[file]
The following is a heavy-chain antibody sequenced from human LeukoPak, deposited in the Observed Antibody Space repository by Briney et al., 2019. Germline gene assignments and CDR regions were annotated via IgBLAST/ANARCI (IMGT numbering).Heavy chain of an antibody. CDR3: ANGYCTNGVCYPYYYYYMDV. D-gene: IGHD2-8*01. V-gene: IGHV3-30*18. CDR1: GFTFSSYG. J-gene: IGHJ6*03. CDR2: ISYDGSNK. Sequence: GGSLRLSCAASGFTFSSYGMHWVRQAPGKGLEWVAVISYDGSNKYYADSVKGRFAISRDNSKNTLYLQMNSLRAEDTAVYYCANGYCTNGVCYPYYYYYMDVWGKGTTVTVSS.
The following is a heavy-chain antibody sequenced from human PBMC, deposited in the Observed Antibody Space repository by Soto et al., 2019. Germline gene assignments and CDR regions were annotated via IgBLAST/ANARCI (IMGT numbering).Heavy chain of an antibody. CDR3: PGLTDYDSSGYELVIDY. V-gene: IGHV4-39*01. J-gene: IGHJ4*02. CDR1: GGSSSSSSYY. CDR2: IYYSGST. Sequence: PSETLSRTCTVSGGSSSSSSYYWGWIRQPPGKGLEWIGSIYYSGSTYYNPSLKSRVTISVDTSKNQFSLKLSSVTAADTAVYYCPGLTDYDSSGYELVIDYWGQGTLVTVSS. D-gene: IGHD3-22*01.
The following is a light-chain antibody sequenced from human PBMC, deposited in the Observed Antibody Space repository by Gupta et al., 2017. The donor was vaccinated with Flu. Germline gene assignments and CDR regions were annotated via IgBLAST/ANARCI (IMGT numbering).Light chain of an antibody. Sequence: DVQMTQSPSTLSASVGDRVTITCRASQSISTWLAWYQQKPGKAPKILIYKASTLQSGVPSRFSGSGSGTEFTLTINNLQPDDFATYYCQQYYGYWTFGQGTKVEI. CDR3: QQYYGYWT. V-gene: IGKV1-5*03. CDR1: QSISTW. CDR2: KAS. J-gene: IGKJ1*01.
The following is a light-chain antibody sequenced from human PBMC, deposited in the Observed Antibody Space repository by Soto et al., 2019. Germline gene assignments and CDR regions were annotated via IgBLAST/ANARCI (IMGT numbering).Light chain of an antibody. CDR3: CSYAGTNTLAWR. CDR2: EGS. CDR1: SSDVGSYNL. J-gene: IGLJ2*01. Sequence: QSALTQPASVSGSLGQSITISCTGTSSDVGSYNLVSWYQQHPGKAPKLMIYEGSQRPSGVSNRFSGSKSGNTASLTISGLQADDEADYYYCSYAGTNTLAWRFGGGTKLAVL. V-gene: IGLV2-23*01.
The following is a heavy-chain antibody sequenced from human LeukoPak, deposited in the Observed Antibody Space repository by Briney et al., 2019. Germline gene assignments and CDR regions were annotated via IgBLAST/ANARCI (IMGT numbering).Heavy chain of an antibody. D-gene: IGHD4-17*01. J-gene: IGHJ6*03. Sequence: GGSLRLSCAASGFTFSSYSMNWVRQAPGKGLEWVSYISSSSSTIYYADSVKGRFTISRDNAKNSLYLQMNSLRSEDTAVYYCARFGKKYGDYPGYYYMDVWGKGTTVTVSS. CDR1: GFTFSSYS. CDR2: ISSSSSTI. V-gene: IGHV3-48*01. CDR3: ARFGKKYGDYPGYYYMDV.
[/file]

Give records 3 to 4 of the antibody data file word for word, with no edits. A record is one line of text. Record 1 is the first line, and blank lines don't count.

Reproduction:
The following is a light-chain antibody sequenced from human PBMC, deposited in the Observed Antibody Space repository by Gupta et al., 2017. The donor was vaccinated with Flu. Germline gene assignments and CDR regions were annotated via IgBLAST/ANARCI (IMGT numbering).Light chain of an antibody. Sequence: DVQMTQSPSTLSASVGDRVTITCRASQSISTWLAWYQQKPGKAPKILIYKASTLQSGVPSRFSGSGSGTEFTLTINNLQPDDFATYYCQQYYGYWTFGQGTKVEI. CDR3: QQYYGYWT. V-gene: IGKV1-5*03. CDR1: QSISTW. CDR2: KAS. J-gene: IGKJ1*01.
The following is a light-chain antibody sequenced from human PBMC, deposited in the Observed Antibody Space repository by Soto et al., 2019. Germline gene assignments and CDR regions were annotated via IgBLAST/ANARCI (IMGT numbering).Light chain of an antibody. CDR3: CSYAGTNTLAWR. CDR2: EGS. CDR1: SSDVGSYNL. J-gene: IGLJ2*01. Sequence: QSALTQPASVSGSLGQSITISCTGTSSDVGSYNLVSWYQQHPGKAPKLMIYEGSQRPSGVSNRFSGSKSGNTASLTISGLQADDEADYYYCSYAGTNTLAWRFGGGTKLAVL. V-gene: IGLV2-23*01.